How automation can help SOCs

by Mark Rowe

Automation is the key to crisis management, writes Faiz Shuja, pictured, co-founder and CEO of SIRP, a security response platform.

A ‘Black Swan’ event such as Covid-19 brings unprecedented change almost overnight. With it comes a fresh wave of new cyber threats. Whether it’s employees working from home, stretched cybersecurity resources where some security analysts are off sick, threat actors launching pandemic-related phishing campaigns or preying upon people’s desire for news or free assistance the cyber risks mount up quickly.

As a result, Security Operations Center (SOC) professionals still at their desks face a greatly increased workload as multiple security tools deliver high and higher volumes of threat alerts. However, by using machine learning and risk-based decision making to automate their security operations, SOC teams can prioritise alerts to ensure prompt decision-making and rapid response.

The coronavirus cyber threat

In a joint advisory, the UK’s NCSC (Nationl Cyber Security Centre) and the US Cybersecurity and Infrastructure Security Agency (CISA) warned that advanced persistent threat (APT) groups are using Covid-19 to target individuals and organisations. Together, the agencies highlighted that threat actors are using malware and ransomware attacks such as luring victims to coronavirus-related domains that purport to offer information but are in fact malicious files. This is exemplified by the fact that between beginning of February and end of March, more than 42,000 new Covid or coronavirus domain names were registered, around half of which are thought to be involved in malicious activity.

Additionally, both agencies have detected cyber criminals scanning for vulnerabilities in remote working tools to take advantage of the increase in home working. Using such vulnerabilities, threat actors can access an organisation’s network to carry out a variety of malicious activity.

The fact that employees are working from home in such vast numbers is also creating a huge security challenge. For starters it has greatly expanded the attack surface through which threat actors can infiltrate an IT network. This is likely to be exacerbated by shadow IT as employees potentially using their own equipment with varying degrees of security. Many will also attempt to use unauthorised apps in a bid to increase their productivity, but at the same time inadvertently create new vulnerabilities.

Overwhelming SOCs?

All of this is putting additional pressure on already overworked SOC analysts. Before the pandemic research from Cisco found that nearly half of all alerts received by security teams went unchecked, a proportion that has probably gone up under the strain of the lockdown. The same survey also showed nearly three quarters of alerts actually checked turned out to be false positives.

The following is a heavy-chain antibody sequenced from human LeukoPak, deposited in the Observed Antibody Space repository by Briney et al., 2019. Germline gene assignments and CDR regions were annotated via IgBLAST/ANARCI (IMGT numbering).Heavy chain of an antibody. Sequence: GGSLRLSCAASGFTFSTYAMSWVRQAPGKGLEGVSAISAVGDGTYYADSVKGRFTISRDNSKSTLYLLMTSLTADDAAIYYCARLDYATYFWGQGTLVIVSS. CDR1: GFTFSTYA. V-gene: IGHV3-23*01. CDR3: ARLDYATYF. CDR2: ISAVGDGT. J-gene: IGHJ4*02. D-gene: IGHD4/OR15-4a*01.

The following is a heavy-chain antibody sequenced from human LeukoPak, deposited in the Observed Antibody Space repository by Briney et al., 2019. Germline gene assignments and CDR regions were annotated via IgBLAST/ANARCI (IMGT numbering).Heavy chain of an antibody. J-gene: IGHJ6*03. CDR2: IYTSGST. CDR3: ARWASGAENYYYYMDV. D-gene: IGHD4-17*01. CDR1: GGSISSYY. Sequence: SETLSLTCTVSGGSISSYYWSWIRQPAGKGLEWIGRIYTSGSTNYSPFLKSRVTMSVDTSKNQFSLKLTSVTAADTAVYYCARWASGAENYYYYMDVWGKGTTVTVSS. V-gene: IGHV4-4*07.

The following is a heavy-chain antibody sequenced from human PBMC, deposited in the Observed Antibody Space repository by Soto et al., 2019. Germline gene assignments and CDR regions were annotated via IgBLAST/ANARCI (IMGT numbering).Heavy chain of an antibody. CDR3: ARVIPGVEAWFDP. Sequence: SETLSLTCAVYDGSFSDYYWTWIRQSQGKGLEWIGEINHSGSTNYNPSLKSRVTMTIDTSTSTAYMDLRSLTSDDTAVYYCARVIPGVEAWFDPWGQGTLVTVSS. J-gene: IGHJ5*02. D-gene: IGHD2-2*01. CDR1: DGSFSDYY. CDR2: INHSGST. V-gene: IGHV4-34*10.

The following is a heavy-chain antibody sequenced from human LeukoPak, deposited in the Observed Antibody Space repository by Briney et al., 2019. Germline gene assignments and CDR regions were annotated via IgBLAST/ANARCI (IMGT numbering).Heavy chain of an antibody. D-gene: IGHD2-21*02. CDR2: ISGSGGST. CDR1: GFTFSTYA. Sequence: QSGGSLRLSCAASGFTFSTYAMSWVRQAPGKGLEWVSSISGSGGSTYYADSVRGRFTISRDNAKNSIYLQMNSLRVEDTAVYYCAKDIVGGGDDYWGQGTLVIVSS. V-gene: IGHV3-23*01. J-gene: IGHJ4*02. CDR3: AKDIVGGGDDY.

The workload that goes into manually investigating every alert is exacerbated by the fact that the average SOC can have up to 50 different platforms to check including firewalls and security information and event management (SIEM) tools. Trying to correlate all this information from different sources takes time and puts analysts under a great deal of pressure. The decisions they make can be mission-critical. One mistake could let a threat slip into the network or cause serious disruption to operations. Faced with this kind of pressure every day it is little wonder that, even before the pandemic struck, two-thirds of analysts considered leaving their jobs.

The key to helping SOC analysts deal more quickly with the rising volume of alerts is automation. Machine learning and risk-based decision making can do the heavy lifting when it comes to responding to lower-level alerts, meaning analysts are free to tackle more complex cases. Further accuracy and time-savings can be made by introducing a Risk-based Security Orchestration, Automation and Response (SOAR) platform. This approach brings together all the different security alerts, threat intelligence feeds, risks and vulnerabilities and fuses it together with assets to provide security analysts with a clear view of the nature and severity of alerts. This intelligence helps security teams prioritise incidents and to direct response quickly to the most serious threats.

In summary, these may be unprecedented times but the pandemic crisis is simply bringing to the fore what has been known for a long time. Old-fashioned, manual SOC processes were never designed to keep pace with today’s ever-increasing volume and sophistication of attacks. The time has come to let automation manage things. Through the use of ML and Risk scoring in a single SOAR platform, SOC analysts can have access to everything they need in one place, enabling them to prioritise alerts and make quick and accurate decisions.

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